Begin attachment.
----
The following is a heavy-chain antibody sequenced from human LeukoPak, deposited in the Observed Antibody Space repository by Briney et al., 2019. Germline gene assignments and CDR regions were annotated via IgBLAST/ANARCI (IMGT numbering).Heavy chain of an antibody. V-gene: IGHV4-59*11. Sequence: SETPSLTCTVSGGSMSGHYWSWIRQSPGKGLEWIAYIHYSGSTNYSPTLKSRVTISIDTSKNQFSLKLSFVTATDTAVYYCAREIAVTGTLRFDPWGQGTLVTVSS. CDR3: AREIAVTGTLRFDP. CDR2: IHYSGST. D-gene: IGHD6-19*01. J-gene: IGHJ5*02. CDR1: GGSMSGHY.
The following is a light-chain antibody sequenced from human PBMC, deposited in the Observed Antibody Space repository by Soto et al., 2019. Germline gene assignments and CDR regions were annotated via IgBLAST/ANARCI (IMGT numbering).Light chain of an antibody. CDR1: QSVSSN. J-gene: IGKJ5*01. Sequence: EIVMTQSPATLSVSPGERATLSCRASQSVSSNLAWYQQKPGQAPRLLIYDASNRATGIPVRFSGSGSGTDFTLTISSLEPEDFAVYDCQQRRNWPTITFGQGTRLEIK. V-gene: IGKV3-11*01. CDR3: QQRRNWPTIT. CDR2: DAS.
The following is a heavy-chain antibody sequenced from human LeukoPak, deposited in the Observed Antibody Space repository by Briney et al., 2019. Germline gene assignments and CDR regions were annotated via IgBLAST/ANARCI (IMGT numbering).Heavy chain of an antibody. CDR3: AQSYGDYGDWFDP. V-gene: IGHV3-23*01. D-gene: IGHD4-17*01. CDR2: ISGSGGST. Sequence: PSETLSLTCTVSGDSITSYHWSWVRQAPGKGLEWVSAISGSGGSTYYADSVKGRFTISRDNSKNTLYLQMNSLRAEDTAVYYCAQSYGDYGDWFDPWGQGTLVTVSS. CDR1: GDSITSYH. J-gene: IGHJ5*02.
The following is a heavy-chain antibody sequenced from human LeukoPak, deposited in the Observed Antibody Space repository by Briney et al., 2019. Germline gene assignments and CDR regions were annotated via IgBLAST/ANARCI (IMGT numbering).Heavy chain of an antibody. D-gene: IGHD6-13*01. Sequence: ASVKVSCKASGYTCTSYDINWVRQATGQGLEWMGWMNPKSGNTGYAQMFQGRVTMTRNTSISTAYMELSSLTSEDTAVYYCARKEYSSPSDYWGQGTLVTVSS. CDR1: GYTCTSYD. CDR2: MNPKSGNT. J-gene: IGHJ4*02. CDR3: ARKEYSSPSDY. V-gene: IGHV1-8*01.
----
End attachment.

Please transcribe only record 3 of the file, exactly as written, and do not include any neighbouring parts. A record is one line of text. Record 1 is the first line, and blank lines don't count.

The following is a heavy-chain antibody sequenced from human LeukoPak, deposited in the Observed Antibody Space repository by Briney et al., 2019. Germline gene assignments and CDR regions were annotated via IgBLAST/ANARCI (IMGT numbering).Heavy chain of an antibody. CDR3: AQSYGDYGDWFDP. V-gene: IGHV3-23*01. D-gene: IGHD4-17*01. CDR2: ISGSGGST. Sequence: PSETLSLTCTVSGDSITSYHWSWVRQAPGKGLEWVSAISGSGGSTYYADSVKGRFTISRDNSKNTLYLQMNSLRAEDTAVYYCAQSYGDYGDWFDPWGQGTLVTVSS. CDR1: GDSITSYH. J-gene: IGHJ5*02.